Although he can't completely lay off the Kool-Aid:
In spite of it all, much of the media saw a credible performance. I could quote the hosannas of some of my colleagues, but I spare them the infamy that will surely follow them to their graves. (The debate's moderator, Gwen Ifill, used the occasion to catch up on some sleep.) Many of my colleagues judged Palin simply as a performer and inferred that her performance would go over well in homes with aboveground swimming pools.
A perfect example is the Wall Street Journal, whose (conservative) editorial page has been absolutely fixated on a strict (Scalian) reading of the Constitution. Did it wonder what in the world Palin meant by the authority she found in the Constitution to increase the role of "the vice president if that vice president so chose to exert it in working with the Senate"? What? Oh, never mind. The Journal chivalrously ignored the matter. Palin is excused from knowing the limits of the office she seeks.In effect, columnists, bloggers, talk-show hosts and digital lamplighters have adopted the ethic of the political consultant: what works, works. It did not matter what Palin said. It only mattered how she said it -- all those doggones, references to her working-class status (net worth in excess of $2 million), promiscuous use of the word "maverick," repeated mentions of "greed and corruption on Wall Street" (Who? Be specific. Give examples. Didn't anyone here go to school?) and, of course, that manic good cheer.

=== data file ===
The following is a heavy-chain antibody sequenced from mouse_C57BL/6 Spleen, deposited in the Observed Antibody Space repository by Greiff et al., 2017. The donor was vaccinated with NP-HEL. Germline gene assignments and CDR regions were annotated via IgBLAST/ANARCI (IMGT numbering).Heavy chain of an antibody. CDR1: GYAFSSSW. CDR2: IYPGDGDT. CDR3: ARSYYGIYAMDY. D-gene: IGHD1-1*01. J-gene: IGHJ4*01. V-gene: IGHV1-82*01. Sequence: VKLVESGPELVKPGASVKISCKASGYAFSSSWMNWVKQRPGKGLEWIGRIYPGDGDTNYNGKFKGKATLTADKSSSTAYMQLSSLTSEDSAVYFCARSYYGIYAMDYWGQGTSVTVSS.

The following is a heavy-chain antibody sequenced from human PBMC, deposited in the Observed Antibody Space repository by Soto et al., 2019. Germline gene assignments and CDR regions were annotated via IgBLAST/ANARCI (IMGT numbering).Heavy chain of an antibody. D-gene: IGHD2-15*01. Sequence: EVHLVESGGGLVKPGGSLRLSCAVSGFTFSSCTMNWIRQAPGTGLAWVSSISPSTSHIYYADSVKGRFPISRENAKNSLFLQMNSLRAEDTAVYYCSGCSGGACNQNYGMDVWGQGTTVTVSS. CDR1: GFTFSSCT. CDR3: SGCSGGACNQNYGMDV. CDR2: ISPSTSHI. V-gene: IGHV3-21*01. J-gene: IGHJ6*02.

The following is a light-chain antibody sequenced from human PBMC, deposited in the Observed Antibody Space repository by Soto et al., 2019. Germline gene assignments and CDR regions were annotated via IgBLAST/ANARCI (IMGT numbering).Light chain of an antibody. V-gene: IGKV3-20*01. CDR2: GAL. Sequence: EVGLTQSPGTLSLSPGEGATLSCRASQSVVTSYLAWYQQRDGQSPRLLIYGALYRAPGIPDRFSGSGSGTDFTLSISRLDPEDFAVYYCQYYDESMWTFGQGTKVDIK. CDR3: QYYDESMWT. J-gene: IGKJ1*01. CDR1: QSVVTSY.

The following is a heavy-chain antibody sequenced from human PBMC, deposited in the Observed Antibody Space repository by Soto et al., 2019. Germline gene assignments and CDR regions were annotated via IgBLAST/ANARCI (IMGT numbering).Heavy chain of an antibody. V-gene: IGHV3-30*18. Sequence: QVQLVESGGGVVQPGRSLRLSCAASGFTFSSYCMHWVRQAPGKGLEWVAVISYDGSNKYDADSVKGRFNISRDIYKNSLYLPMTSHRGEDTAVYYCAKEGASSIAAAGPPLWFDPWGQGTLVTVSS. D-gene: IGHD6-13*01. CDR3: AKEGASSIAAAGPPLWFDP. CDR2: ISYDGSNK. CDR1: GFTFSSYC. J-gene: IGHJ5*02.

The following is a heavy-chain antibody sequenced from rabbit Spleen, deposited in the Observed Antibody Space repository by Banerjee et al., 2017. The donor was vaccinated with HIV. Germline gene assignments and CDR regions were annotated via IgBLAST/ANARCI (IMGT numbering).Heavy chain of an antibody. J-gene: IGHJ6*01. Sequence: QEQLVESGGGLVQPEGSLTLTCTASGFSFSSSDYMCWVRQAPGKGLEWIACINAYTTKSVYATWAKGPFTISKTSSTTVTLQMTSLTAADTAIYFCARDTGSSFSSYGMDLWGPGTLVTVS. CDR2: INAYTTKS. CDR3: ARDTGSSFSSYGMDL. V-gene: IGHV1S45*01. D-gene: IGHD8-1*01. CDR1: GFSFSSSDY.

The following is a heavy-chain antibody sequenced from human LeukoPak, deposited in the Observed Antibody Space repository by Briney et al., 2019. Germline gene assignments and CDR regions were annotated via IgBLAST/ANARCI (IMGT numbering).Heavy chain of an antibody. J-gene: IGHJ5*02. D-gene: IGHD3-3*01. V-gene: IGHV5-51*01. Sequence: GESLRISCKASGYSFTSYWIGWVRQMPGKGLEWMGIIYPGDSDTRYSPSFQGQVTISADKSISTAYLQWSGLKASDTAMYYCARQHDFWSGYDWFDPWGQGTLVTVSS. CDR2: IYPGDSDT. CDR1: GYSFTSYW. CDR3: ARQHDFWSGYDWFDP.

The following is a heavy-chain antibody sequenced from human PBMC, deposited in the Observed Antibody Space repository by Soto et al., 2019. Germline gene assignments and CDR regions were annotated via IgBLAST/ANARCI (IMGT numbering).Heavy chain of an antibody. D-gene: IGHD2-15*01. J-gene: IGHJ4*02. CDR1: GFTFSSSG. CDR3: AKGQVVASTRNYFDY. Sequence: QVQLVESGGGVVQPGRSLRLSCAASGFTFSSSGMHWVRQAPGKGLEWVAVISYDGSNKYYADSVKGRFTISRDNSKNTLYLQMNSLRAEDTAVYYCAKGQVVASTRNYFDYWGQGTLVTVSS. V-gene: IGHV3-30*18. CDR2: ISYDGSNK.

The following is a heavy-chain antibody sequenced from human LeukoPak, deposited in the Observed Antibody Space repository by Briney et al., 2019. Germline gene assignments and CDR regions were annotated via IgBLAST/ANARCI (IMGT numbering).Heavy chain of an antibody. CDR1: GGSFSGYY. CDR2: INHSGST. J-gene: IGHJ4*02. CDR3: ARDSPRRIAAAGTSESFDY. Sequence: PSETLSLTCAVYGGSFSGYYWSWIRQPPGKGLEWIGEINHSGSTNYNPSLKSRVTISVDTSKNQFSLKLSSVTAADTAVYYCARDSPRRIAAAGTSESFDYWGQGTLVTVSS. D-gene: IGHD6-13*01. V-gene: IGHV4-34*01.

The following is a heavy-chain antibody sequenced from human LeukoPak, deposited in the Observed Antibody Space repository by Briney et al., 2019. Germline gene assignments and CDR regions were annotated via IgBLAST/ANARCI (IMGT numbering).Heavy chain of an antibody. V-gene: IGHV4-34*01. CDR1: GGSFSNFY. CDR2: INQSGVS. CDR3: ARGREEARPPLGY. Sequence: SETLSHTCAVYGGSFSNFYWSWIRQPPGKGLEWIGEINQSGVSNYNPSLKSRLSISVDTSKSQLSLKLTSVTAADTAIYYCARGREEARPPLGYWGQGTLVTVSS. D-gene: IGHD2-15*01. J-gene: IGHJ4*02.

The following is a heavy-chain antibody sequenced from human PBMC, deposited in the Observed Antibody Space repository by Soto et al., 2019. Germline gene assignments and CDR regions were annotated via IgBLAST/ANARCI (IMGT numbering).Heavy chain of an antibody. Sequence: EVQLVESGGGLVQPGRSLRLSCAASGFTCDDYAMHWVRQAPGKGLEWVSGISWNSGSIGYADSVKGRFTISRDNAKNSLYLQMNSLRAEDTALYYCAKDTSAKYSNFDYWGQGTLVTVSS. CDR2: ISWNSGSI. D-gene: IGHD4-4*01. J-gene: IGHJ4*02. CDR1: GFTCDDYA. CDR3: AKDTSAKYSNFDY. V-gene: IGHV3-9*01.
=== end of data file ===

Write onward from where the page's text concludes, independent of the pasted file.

I will end with its conservative columnist of years past -- the estimable William Safire. In 1996, he called Hillary Clinton "a congenital liar." It was a head-snapping characterization that, alas for Clinton, has defined her for the ages and that she stubbornly vindicates from time to time.Yeah, we know about the sniper fire in Bosnia. But if Clinton's said as many whoppers in public since 1992 as Palin's said in her 15 minutes in the spotlight, I'd like to see the evidence. Yet even Cohen's not calling Palin a "congenital liar" - just an underachiever who's been graded on one hell of a curve.
The point I'd like to make is, if Cohen were suddenly to turn into the liberal he thinks he already is, this is as good as it gets. He's still a muddleheaded writer and thinker, as are so many of his colleagues on the WaPo op-ed page - Broder, Will, Samuelson, Applebaum, Gerson (who is also a partisan hack, plain and simple), and of course Hiatt. I'd be embarrassed, really, to have them on my side in a debate of any consequence.
Flipping any of these people to the side of the angels doesn't produce any real gain: it just turns muddleheaded conservatives and center-right people (whether they think of themselves that way or not) into muddleheaded left-of-center people.
They really all simply need to be gone. If they want to share their opinions with the world, they can start their own blogs, and see how long anybody bothers to read them. But their lack of intellectual clarity is frankly more embarrassing to their philosophical allies than it is an intellectual threat to their opponents.